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Speaker of Tibetan parliament-in-exile Karma Choephel

Tibetan exiles worked Tuesday to hammer out a new strategy for their fight against Chinese rule in the region, after the Dalai Lama called for fresh guidance from his followers.
More than 500 prominent Tibetans have gathered at the government in exile’s base in northern India to debate whether to ditch the Dalai Lama’s push for “meaningful autonomy” in favour of a demand for full independence.

B. Tsering, a delegate and president of the Tibetan Women’s Association, said the week of discussions could re-define the movement.

“Everyone feels the big responsibility entrusted to us,” she said after the first sessions of debate. “And there is concern that we are trying to come up with a solid strategic plan in just a few days.
“We are working in groups of 40, hearing representatives express the opinions that they have collected.”

The Tibetan Women’s Association has long supported the Dalai Lama’s “middle way” autonomy policy, but Tsering said it was now time to ask if a new approach was necessary.
“All of us are aware that the Dalai Lama has left no stone unturned in his work and yet he has not had any breakthrough,” she said.

“If at the end of this week the majority feel we should stick to the ‘middle way’, we have to think how we can make it work better. Maybe we have to seek alternatives.”

The Dalai Lama, who is not expected to attend the talks, said earlier this month that the “middle way” had failed, and he was now asking fellow Tibetans how to proceed.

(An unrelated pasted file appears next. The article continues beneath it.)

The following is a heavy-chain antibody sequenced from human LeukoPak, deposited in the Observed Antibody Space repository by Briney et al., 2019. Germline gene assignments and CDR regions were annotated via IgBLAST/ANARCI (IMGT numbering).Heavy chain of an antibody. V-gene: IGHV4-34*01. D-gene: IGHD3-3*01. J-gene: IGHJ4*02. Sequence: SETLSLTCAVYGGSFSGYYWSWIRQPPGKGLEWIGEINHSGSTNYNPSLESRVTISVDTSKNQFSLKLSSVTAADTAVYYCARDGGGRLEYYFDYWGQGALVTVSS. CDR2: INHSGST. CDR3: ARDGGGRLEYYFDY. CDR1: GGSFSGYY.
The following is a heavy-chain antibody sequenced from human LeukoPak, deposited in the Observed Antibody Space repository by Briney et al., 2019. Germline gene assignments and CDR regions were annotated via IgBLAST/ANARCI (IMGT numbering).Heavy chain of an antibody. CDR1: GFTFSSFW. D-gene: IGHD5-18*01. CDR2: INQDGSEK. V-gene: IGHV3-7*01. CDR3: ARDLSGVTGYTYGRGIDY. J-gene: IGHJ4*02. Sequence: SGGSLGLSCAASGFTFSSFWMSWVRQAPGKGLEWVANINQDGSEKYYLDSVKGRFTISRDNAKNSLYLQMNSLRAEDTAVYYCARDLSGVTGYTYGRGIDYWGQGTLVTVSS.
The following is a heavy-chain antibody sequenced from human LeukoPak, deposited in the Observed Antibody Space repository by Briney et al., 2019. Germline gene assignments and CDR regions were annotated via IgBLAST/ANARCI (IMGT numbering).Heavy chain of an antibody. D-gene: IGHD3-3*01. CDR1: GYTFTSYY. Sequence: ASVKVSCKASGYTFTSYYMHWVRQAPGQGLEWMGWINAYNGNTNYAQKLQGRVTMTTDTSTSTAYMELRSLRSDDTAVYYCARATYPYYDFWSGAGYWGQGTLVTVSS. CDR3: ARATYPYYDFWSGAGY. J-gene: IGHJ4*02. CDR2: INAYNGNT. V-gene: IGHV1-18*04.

A growing number of young exiles favour a call for independence, but such a policy switch would likely see a sharp drop in international support for their cause — and could also split the community.
Acharya Yeshi Phuntsok, a delegate and member in the parliament in exile, said the meeting, which began Monday, was also focused on the current situation in Tibet.


Prime Minister of Tibetan government in exile, Samdhong Rinpoche (L)

In March, protests against Chinese rule in the capital, Lhasa, erupted into violence that spread to other areas of western China with Tibetan populations.

Tibet’s government in exile said more than 200 Tibetans were killed in the subsequent Chinese crackdown. China has reported police as killing just one “insurgent” and blames Tibetan “rioters” for the deaths of 21 people.

Phuntsok said the Dharamshala talks had already revealed some reluctance to abandon the Dalai Lama’s moderate stance.

“The debate over the ‘middle way’ or independence has started, but changing policy is not easy,” he said. “Perhaps we still have to give more energy to the present approach to see if it can work.”
Phuntsok described the meeting as “good brain-storming” that would result in a clear idea of Tibetan opinion.

The strategy session has no policy-making power — any recommendations would require the approval of the Tibetan parliament — but the prime minister in exile said the outcome would be influential.